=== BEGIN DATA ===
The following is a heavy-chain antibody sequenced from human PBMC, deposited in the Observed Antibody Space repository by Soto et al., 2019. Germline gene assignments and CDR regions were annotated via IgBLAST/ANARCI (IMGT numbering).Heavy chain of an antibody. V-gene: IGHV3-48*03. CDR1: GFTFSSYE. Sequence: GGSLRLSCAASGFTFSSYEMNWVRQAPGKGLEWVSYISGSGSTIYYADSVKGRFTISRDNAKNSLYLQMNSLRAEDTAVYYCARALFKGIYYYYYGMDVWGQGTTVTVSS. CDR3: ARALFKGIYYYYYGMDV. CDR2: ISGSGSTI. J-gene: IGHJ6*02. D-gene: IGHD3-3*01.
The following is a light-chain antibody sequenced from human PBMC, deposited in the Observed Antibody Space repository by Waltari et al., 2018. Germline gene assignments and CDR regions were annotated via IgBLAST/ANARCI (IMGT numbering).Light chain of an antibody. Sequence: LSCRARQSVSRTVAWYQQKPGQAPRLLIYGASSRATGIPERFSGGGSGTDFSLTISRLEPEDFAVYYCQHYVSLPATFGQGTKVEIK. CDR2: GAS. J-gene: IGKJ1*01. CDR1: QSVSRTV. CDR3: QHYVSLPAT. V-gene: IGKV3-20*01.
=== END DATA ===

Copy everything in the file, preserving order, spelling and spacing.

The following is a heavy-chain antibody sequenced from human PBMC, deposited in the Observed Antibody Space repository by Soto et al., 2019. Germline gene assignments and CDR regions were annotated via IgBLAST/ANARCI (IMGT numbering).Heavy chain of an antibody. V-gene: IGHV3-48*03. CDR1: GFTFSSYE. Sequence: GGSLRLSCAASGFTFSSYEMNWVRQAPGKGLEWVSYISGSGSTIYYADSVKGRFTISRDNAKNSLYLQMNSLRAEDTAVYYCARALFKGIYYYYYGMDVWGQGTTVTVSS. CDR3: ARALFKGIYYYYYGMDV. CDR2: ISGSGSTI. J-gene: IGHJ6*02. D-gene: IGHD3-3*01.
The following is a light-chain antibody sequenced from human PBMC, deposited in the Observed Antibody Space repository by Waltari et al., 2018. Germline gene assignments and CDR regions were annotated via IgBLAST/ANARCI (IMGT numbering).Light chain of an antibody. Sequence: LSCRARQSVSRTVAWYQQKPGQAPRLLIYGASSRATGIPERFSGGGSGTDFSLTISRLEPEDFAVYYCQHYVSLPATFGQGTKVEIK. CDR2: GAS. J-gene: IGKJ1*01. CDR1: QSVSRTV. CDR3: QHYVSLPAT. V-gene: IGKV3-20*01.